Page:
Somewhat reduced, with an additional garnish of sautéed mushrooms and little butter-cooked onions, this soup becomes the basic Burgundy sauce in which beef is cooked for a Bourguignon, chicken for a coq-au-vin, eel for a matelotte; poached eggs, brains, veal, lungs, or a variety of river fish, thus sauced, are said to be en meurette.
The dried crusts and chopped herbs may be replaced by crisp little croutons cooked in butter and rapidly sautéed in a persillade at the last minute. Their charm, unlike the soaked crusts, resides in their crispness and their nutty, brown-butter separateness of flavor, so they should be added only as the soup is being served.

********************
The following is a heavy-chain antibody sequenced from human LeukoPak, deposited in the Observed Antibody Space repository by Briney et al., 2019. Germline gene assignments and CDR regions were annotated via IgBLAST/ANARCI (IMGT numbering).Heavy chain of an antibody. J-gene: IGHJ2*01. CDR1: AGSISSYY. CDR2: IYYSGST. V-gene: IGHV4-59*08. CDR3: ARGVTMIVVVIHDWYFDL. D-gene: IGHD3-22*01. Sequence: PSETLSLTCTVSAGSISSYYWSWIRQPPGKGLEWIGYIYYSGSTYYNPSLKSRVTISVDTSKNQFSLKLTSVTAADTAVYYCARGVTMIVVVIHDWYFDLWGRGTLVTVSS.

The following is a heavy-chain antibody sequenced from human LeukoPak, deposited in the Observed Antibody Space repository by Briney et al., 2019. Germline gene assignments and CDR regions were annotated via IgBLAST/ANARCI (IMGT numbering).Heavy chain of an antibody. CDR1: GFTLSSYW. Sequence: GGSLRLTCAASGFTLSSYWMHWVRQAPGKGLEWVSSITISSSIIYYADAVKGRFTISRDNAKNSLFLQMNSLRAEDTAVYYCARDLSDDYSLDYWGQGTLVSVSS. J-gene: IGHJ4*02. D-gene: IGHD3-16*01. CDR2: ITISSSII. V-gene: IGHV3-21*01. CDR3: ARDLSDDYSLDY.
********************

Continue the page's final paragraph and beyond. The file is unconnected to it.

Cook the lardons gently in
Copyright © 1974 by Richard Olney. Published by Houghton Mifflin Harcourt Publishing Company. All rights reserved.